The Handel and Haydn Society, the Boston-based chorus and period orchestra and one of the oldest art organizations in North America, continues to unravel new complexions and nuances of well-loved and well-known works with gusto. This new live recording, under the artistic leadership of Harry Christophers, presents Haydn and Mozart’s works with candour and exuberance.
Pairing the early “Lamentatione” Symphony with a more extensive one from Haydn’s later period works quite well. The juxtaposition of Sturm und Drang style with plainsong chant in Symphony No.26 reveals Haydn’s creative spirit, but it is the more mature No.86 (arguably the best of the six “Paris” symphonies) that shows what an original thinker he was. The orchestra’s playing is dynamic and uniform, underlying every single nuance, blending ardour with measured restraint.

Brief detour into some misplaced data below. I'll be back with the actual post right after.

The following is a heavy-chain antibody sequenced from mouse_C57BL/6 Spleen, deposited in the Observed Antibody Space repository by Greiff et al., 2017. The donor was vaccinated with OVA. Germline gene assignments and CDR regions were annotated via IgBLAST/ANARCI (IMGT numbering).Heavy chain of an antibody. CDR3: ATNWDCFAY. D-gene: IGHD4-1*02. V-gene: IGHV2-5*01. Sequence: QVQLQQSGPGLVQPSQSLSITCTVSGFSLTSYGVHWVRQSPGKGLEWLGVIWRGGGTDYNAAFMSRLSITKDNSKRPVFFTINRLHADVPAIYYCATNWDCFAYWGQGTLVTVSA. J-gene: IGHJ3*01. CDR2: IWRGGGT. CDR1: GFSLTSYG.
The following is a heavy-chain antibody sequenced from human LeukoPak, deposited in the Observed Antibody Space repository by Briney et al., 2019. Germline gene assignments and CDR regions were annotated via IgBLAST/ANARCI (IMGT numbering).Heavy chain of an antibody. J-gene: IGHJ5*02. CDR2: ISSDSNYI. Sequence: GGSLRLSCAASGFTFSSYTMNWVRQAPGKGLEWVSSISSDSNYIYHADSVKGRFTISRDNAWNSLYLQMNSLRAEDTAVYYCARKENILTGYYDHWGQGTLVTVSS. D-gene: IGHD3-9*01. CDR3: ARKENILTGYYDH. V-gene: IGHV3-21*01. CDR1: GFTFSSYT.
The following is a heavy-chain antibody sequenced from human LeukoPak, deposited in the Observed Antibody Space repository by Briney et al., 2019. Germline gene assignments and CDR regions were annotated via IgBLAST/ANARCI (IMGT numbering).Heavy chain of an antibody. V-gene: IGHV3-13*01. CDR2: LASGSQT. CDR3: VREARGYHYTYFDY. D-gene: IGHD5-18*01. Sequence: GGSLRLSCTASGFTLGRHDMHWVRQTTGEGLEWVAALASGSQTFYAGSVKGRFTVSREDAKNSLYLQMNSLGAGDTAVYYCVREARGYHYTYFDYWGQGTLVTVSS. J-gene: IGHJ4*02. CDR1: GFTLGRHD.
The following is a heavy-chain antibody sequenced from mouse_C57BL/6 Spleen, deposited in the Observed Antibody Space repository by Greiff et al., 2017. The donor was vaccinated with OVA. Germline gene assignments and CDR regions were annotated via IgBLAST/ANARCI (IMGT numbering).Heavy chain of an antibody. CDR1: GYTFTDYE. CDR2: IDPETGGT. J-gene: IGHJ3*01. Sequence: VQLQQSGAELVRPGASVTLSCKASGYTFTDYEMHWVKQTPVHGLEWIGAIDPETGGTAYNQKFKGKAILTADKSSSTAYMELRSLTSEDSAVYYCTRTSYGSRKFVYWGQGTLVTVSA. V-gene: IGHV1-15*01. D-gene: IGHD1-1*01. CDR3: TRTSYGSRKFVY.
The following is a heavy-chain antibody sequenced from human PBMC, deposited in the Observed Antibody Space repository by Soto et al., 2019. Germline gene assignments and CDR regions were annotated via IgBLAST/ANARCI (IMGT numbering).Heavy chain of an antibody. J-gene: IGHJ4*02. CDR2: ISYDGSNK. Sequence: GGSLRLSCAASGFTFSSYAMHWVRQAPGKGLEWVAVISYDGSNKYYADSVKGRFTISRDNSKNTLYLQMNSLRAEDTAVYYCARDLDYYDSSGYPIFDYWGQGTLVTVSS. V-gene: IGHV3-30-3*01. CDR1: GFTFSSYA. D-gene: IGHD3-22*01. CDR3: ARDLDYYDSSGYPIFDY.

Canadian violinist Aisslinn Nosky, the orchestra’s concertmaster and soloist in Mozart’s Violin Concerto No.3, is a marvel. The chemistry between her and the orchestra is obvious. If you are not already enthralled by Nosky’s spiritedness and playful abandon in the first movement, then she will have you in the palm of her musical hand (so to speak) with the otherworldly opening phrase of the second. Her cadenzas are a bravura of virtuosity and humour and at one point on the recording we can even hear the audience chuckling with delight.
Very enjoyable, suitable for any season or time of the day.